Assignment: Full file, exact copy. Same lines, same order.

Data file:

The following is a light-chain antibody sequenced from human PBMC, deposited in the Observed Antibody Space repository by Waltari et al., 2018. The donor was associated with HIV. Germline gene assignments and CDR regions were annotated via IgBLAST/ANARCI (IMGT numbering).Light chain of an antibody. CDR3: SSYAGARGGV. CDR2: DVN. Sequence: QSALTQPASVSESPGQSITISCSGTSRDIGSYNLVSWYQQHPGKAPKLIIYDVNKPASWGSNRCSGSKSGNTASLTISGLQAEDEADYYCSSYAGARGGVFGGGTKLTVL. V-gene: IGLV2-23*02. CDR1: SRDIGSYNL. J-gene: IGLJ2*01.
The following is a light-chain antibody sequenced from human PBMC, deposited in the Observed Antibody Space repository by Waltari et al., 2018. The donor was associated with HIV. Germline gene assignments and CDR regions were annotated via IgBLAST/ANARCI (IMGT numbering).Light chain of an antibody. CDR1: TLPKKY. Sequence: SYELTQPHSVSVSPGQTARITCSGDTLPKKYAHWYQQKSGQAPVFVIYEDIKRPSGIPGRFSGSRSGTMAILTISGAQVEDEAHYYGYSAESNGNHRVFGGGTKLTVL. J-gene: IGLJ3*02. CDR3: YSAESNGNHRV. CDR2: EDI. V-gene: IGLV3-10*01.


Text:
The following is a light-chain antibody sequenced from human PBMC, deposited in the Observed Antibody Space repository by Waltari et al., 2018. The donor was associated with HIV. Germline gene assignments and CDR regions were annotated via IgBLAST/ANARCI (IMGT numbering).Light chain of an antibody. CDR3: SSYAGARGGV. CDR2: DVN. Sequence: QSALTQPASVSESPGQSITISCSGTSRDIGSYNLVSWYQQHPGKAPKLIIYDVNKPASWGSNRCSGSKSGNTASLTISGLQAEDEADYYCSSYAGARGGVFGGGTKLTVL. V-gene: IGLV2-23*02. CDR1: SRDIGSYNL. J-gene: IGLJ2*01.
The following is a light-chain antibody sequenced from human PBMC, deposited in the Observed Antibody Space repository by Waltari et al., 2018. The donor was associated with HIV. Germline gene assignments and CDR regions were annotated via IgBLAST/ANARCI (IMGT numbering).Light chain of an antibody. CDR1: TLPKKY. Sequence: SYELTQPHSVSVSPGQTARITCSGDTLPKKYAHWYQQKSGQAPVFVIYEDIKRPSGIPGRFSGSRSGTMAILTISGAQVEDEAHYYGYSAESNGNHRVFGGGTKLTVL. J-gene: IGLJ3*02. CDR3: YSAESNGNHRV. CDR2: EDI. V-gene: IGLV3-10*01.